Emerson Spartz named Forbes 30 under 30
J.P. Gschwind | Sunday, January 24, 2016
Since age 12, Emerson Spartz has been obsessed with what makes online content go viral.
Forbes recently named Spartz, a 2009 graduate of Notre Dame, as one of its “30 under 30” in the media category for his work as founder of Dose, a tech-driven media company that curates content based on detailed analytics and predicts what stories will have success.
Spartz said he started his entrepreneurial career as a young “Harry Potter” fan who wanted to make a website. MuggleNet quickly found success, and it hooked him on conceptualizing and using the mechanisms behind the popularity of online content to attract readers.
“The principles are still the same, but Dose is significantly more technologically advanced,” Spartz said of this particular project.
Spartz said the fundamental goal of his work is to evaluate what content has the best potential to go viral, a task aided by sophisticated analytic tools that can pinpoint what makes certain pieces of content succeed and others fail. He said Internet content is becoming increasingly democratized — good content stands out and is rewarded by views and shares.
“Quality [of Internet content] is getting easier to measure,” Spartz said.
Spartz said while negative Internet content that elicits anger may attract some attention, the most successful stories on the Internet are inspiring and connect with positive human emotions.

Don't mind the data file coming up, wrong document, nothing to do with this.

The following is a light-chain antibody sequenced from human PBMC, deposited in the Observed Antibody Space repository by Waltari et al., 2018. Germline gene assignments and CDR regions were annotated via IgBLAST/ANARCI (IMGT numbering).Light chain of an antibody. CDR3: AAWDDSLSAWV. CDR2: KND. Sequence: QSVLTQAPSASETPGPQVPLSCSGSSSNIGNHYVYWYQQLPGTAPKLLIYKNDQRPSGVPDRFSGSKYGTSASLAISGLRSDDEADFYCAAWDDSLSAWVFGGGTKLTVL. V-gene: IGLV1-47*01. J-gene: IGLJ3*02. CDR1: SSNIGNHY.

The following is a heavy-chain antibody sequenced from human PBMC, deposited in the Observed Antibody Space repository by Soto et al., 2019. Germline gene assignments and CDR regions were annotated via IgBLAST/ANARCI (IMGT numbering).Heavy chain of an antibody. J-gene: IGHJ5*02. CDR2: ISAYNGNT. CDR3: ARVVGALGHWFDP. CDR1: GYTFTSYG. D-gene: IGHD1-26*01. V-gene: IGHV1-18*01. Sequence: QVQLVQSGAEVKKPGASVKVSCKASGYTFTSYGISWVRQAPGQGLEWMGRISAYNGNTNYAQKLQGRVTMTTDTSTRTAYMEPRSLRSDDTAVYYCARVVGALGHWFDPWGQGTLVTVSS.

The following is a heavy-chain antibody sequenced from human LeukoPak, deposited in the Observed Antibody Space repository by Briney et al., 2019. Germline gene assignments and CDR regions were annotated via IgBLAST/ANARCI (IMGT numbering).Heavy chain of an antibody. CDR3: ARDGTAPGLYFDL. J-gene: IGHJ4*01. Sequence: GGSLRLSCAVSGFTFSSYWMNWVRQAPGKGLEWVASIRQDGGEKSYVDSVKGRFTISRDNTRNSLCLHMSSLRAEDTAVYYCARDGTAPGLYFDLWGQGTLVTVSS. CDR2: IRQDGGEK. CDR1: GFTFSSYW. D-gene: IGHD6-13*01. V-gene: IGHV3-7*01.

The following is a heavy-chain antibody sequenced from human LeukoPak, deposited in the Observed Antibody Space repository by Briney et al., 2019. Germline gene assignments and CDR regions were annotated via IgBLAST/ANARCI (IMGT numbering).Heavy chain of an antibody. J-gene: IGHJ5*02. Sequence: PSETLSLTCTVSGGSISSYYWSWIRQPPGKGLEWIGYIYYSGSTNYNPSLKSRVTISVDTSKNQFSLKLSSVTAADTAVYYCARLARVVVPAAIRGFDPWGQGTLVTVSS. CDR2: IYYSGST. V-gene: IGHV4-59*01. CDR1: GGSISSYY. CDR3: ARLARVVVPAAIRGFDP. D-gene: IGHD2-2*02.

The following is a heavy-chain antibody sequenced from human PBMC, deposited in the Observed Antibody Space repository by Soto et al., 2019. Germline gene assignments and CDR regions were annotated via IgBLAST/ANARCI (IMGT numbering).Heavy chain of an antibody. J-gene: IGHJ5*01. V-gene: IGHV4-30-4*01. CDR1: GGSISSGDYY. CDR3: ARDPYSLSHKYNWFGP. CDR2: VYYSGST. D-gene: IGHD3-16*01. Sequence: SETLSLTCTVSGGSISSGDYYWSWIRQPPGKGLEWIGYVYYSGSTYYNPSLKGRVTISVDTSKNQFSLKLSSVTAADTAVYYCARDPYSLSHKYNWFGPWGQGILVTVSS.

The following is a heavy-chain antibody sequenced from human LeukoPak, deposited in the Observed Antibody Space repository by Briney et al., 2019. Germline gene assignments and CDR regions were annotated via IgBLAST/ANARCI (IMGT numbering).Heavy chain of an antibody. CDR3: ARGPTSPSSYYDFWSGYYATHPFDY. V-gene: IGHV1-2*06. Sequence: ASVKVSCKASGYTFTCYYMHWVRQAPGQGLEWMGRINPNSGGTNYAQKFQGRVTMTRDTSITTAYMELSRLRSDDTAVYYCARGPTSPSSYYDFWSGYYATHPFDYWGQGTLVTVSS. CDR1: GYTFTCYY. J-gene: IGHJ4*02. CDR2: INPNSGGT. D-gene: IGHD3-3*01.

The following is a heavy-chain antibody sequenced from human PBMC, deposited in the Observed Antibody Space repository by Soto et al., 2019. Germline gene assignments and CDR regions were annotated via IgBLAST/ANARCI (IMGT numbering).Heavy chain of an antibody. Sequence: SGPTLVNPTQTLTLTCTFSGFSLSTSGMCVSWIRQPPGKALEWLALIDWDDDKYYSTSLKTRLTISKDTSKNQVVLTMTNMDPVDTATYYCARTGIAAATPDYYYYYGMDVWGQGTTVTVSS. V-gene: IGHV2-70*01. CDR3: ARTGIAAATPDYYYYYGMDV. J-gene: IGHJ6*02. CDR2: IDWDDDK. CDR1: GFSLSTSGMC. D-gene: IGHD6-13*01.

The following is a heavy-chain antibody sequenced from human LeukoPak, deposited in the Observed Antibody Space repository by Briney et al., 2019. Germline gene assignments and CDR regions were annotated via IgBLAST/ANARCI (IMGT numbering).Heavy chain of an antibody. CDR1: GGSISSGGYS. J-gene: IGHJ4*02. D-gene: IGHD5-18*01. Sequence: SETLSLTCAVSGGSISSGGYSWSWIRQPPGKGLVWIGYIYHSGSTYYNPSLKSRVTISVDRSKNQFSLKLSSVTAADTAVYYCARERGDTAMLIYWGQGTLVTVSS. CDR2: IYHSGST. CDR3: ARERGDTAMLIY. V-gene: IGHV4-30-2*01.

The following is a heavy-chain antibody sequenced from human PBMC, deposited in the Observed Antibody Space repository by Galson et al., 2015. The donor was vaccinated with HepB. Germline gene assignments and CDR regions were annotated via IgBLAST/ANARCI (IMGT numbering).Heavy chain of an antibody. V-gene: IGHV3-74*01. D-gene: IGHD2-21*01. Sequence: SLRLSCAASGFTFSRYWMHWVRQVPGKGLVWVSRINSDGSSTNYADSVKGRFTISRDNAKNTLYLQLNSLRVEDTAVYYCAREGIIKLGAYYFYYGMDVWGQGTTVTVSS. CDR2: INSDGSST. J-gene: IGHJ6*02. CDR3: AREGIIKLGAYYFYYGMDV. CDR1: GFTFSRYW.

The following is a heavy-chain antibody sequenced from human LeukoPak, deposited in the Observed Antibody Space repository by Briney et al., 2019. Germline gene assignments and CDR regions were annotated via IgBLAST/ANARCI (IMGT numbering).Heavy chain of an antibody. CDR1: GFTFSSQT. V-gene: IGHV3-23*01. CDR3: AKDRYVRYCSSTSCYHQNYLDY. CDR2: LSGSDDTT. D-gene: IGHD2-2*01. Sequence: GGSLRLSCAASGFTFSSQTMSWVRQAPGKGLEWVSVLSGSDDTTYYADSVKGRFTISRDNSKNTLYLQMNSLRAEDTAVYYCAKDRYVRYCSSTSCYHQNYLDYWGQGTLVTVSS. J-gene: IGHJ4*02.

“We share what images of ourselves we want to promote to our family and friends,” Spartz said.
According to Spartz, typically, this image aligns with positive content and uplifting stories.
Dose has received more than $30 million from investors and has grown into a substantial company with about 50 employees, according to Crain’s Chicago Business. Since its inception, Spartz said his role and his priorities have shifted.
“My work now involves much more time management and delegating,” Spartz said.
At Notre Dame, Spartz said he developed habits to become a more disciplined learner, including cultivating a voracious reading habit and completing tests to improve his information retention.
“I promised myself I would read one nonfiction book every day during college in order to get a broad perspective,” Spartz said.
Spartz said college students interested in entrepreneurship should read widely. He recommends “The Lean Startup” by Eric Ries and “80/20 Sales and Marketing” by Perry Marshall, in particular.
“You need to learn how to sell — everything is sales, no matter what job you’re in,” Spartz said.
These days, Spartz devotes the first couple of hours of his day to personal development and learning, which involves a lot of research, reading and writing.
“If you can discover how to motivate yourself, then you can apply yourself,” he said.